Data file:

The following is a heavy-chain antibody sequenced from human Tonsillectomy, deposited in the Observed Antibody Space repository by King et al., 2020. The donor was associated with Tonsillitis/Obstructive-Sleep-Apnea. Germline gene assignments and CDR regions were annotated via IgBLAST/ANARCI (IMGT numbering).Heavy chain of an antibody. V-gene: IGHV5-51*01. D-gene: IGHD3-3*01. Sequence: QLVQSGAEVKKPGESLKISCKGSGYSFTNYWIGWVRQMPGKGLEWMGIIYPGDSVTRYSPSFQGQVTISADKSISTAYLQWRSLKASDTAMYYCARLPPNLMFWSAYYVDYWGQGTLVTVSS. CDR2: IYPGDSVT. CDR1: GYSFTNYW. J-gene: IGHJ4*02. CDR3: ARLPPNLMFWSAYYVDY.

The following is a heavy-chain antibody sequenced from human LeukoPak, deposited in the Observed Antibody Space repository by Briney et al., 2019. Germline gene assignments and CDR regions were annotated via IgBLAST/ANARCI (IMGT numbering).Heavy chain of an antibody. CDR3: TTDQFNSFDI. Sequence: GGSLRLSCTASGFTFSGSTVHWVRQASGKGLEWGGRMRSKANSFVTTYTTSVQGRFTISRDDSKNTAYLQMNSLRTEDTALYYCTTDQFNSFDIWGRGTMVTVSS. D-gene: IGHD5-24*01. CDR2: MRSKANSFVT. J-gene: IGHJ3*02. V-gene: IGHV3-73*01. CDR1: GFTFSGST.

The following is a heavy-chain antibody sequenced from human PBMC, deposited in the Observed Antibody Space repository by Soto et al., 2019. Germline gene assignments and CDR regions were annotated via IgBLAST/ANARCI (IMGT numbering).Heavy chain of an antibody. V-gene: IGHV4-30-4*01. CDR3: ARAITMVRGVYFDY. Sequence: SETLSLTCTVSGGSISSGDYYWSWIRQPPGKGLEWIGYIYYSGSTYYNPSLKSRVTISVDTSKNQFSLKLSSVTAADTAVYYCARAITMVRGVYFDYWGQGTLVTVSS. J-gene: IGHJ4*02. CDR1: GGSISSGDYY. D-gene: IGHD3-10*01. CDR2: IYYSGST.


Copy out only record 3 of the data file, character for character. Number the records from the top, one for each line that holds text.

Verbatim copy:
The following is a heavy-chain antibody sequenced from human PBMC, deposited in the Observed Antibody Space repository by Soto et al., 2019. Germline gene assignments and CDR regions were annotated via IgBLAST/ANARCI (IMGT numbering).Heavy chain of an antibody. V-gene: IGHV4-30-4*01. CDR3: ARAITMVRGVYFDY. Sequence: SETLSLTCTVSGGSISSGDYYWSWIRQPPGKGLEWIGYIYYSGSTYYNPSLKSRVTISVDTSKNQFSLKLSSVTAADTAVYYCARAITMVRGVYFDYWGQGTLVTVSS. J-gene: IGHJ4*02. CDR1: GGSISSGDYY. D-gene: IGHD3-10*01. CDR2: IYYSGST.